Thursday, June 19, 2008

ACLU files suit over alleged spying by state police

ACLU files suit over alleged spying by state police

Agency reportedly targeted peace protestor groups


Daily Record Assistant Business Editor

June 12, 2008 6:44 PM

In a federal lawsuit filed Thursday, the American Civil Liberties Union of Maryland is attempting to find out to what extent, if any, the Maryland State Police is infiltrating and spying on peace protestor groups.

During the criminal trial of two war protestors charged with trespassing and disorderly conduct, prosecutors turned over a document that showed a law enforcement intelligence unit had seemingly spied on protestors during a separate rally a year later. Now, four protest groups have filed a federal lawsuit against the Maryland State Police to find out to what extent, if any, the agency spied on them.

The ACLU had filed a request with the state police seeking documents on behalf of the Baltimore Emergency Response Network, the Baltimore Pledge of Resistance, Jonah House and the American Friends Service Committee, Middle Atlantic Region.

In a written reply, the state police acknowledged they had a document related to the groups, but turned down the request to release it in whole, or redacted, saying that doing so would compromise a confidential informant and police investigation techniques.

“Does that mean they’re sending people in to spy on political groups?” said David Rocah of the ACLU of Maryland and the lead attorney on the case. “If so, what is that person doing that the public can’t know about?”

Rocah said if the Maryland State Police had nothing to hide, there had to be a way to convey the information to prove it.

“If there are innocuous answers, then give us the documents and show us,” Rocah said. “The reason that we have public information acts is so we don’t have to take a public official’s word for it.”

Maryland State Police spokesman Greg Shipley said the agency was aware the lawsuit had been filed and its legal staff would address it. He declined further comment.

Specifically, the ACLU and the protest groups are trying to find out the parent agency of the “ Baltimore Intelligence Unit,” which is cited in a July 3, 2004, security log, from the National Security Agency police. The log was turned over in discovery during a 2004 criminal trial for two protestors charged with trespassing and disorderly conduct. The log, though, actually referred to a rally that occurred at a different time from the one that lead to the charges.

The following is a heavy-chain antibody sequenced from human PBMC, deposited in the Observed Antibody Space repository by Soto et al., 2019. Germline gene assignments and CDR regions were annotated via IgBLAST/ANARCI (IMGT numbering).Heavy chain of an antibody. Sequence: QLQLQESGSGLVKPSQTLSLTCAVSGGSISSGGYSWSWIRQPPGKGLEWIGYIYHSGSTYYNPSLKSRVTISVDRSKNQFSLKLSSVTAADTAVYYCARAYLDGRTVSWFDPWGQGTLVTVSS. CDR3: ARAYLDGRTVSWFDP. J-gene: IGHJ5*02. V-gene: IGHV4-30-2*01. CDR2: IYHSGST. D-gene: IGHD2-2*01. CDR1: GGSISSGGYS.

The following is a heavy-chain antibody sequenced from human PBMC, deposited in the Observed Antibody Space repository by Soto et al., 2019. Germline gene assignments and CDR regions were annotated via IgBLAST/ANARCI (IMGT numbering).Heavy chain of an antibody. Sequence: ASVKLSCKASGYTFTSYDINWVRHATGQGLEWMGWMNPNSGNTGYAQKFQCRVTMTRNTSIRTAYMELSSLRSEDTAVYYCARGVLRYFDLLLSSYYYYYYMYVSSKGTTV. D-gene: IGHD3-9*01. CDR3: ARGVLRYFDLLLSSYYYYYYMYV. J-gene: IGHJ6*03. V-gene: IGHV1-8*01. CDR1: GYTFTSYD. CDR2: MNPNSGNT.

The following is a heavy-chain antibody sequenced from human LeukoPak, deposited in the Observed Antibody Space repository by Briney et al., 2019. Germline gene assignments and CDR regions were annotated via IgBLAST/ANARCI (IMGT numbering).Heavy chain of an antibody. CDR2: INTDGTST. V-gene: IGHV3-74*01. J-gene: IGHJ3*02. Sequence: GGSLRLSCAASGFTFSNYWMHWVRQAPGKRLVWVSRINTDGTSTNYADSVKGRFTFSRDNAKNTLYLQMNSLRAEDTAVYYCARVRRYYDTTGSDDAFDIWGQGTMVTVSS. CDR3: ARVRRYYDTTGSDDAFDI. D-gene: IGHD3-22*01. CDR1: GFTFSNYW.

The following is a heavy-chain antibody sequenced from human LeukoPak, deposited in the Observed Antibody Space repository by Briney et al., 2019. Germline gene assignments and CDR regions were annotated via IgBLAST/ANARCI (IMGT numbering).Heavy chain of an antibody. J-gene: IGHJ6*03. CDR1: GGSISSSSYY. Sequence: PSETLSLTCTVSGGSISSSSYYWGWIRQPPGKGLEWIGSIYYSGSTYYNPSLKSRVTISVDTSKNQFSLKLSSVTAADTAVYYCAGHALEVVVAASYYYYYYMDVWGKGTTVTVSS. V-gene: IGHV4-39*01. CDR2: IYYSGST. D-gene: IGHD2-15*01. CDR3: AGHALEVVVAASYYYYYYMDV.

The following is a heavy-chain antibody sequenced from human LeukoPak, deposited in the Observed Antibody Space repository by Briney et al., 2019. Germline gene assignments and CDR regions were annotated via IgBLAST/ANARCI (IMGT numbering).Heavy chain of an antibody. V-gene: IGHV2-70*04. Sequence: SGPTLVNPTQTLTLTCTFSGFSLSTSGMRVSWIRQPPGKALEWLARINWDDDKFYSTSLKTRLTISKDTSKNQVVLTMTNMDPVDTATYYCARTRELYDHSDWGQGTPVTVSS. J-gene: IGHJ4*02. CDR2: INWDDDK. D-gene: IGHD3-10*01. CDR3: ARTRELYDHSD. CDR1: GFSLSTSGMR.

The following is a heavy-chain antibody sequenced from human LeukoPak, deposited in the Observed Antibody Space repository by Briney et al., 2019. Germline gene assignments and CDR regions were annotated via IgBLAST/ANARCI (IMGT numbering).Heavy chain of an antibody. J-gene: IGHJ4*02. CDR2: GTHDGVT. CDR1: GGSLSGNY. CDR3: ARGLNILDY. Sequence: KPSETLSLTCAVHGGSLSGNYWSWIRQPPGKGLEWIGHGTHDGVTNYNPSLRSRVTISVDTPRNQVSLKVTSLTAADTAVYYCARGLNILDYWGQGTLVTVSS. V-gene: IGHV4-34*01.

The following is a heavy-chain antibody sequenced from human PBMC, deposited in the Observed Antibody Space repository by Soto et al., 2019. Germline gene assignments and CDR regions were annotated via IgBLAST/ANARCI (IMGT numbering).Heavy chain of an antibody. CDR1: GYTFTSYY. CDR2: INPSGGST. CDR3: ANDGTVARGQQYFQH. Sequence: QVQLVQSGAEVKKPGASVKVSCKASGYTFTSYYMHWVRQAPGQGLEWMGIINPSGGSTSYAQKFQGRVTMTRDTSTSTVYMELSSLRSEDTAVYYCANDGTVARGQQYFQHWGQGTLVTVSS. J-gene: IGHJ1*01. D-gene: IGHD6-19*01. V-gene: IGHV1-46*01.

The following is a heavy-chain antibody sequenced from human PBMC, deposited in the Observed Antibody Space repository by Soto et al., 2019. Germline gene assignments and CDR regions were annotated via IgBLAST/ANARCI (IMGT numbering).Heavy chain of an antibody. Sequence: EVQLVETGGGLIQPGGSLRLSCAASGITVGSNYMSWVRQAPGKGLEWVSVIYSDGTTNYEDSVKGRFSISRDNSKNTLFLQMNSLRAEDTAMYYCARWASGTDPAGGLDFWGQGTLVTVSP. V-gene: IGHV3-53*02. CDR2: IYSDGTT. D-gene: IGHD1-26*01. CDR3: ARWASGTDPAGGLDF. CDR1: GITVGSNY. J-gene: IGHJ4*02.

The Baltimore Intelligence Unit provided the NSA’s Security Operations Center with timely updates about the actions of the Baltimore Emergency Response Network as the protestors gathered and headed to NSA headquarters, according to court documents. The log shows vehicle descriptions, tag numbers, crowd numbers and what is written on their signs.

In one log note, the NSA’s Security Operations Center was told to expect “a possible twelve people in three separate vehicles, with an ETA of 25 minutes to NSA.” In another log entry, the NSA was told, “the protestors were proceeding to the airplane memorial with three helium balloons attached to a banner that stated ‘Those who exchange freedom for security deserve it, neither will ultimately lose both.’”

Rocah said the ACLU and BERN felt it is imperative to get the state police record to find out how extensively law enforcement agencies have been monitoring peace groups.

“A lot of people might want to participate in these kinds of demonstrations,” Rocah said. “And, they would be chilled to learn their names and tag numbers are being taken down while the police are taking their photograph.”

Donations can be sent to the Baltimore Nonviolence Center , 325 E. 25th St. , Baltimore , MD 21218 . Ph: 410-366-1637; Email: mobuszewski [at]

"The master class has always declared the wars; the subject class has always fought the battles. The master class has had all to gain and nothing to lose, while the subject class has had nothing to gain and everything to lose--especially their lives." Eugene Victor Debs

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